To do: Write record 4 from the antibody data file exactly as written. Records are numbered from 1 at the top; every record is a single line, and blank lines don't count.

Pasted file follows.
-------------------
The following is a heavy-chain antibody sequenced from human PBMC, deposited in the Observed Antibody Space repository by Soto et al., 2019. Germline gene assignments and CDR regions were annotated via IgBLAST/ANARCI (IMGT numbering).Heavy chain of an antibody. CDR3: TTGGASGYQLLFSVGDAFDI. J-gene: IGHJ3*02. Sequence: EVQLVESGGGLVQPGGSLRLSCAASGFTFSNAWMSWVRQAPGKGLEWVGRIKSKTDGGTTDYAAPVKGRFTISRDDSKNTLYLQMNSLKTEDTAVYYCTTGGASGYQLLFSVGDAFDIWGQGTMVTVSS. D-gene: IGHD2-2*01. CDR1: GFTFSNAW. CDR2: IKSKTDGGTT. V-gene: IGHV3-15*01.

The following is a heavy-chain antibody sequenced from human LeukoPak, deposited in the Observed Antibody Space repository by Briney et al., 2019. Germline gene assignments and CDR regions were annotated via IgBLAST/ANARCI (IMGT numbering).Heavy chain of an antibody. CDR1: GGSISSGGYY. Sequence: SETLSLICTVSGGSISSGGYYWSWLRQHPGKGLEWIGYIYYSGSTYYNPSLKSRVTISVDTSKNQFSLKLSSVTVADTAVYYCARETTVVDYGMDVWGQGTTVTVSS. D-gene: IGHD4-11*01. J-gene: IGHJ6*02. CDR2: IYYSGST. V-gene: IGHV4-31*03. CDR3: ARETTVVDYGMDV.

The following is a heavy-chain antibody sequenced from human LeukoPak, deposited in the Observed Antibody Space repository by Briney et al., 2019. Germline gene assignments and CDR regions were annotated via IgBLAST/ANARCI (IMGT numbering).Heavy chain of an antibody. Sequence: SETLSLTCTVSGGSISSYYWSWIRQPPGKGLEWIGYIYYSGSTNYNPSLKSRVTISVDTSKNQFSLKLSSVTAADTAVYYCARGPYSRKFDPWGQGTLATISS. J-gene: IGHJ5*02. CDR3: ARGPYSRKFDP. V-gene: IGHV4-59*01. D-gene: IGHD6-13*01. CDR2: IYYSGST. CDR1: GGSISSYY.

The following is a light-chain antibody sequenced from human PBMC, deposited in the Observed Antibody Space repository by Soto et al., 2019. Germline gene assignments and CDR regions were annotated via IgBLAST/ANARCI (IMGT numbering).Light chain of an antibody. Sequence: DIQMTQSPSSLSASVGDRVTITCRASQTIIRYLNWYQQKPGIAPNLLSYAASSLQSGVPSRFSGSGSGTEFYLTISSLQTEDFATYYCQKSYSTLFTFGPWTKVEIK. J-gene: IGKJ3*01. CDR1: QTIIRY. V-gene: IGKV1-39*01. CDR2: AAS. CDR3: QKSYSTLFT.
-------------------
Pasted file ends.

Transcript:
The following is a light-chain antibody sequenced from human PBMC, deposited in the Observed Antibody Space repository by Soto et al., 2019. Germline gene assignments and CDR regions were annotated via IgBLAST/ANARCI (IMGT numbering).Light chain of an antibody. Sequence: DIQMTQSPSSLSASVGDRVTITCRASQTIIRYLNWYQQKPGIAPNLLSYAASSLQSGVPSRFSGSGSGTEFYLTISSLQTEDFATYYCQKSYSTLFTFGPWTKVEIK. J-gene: IGKJ3*01. CDR1: QTIIRY. V-gene: IGKV1-39*01. CDR2: AAS. CDR3: QKSYSTLFT.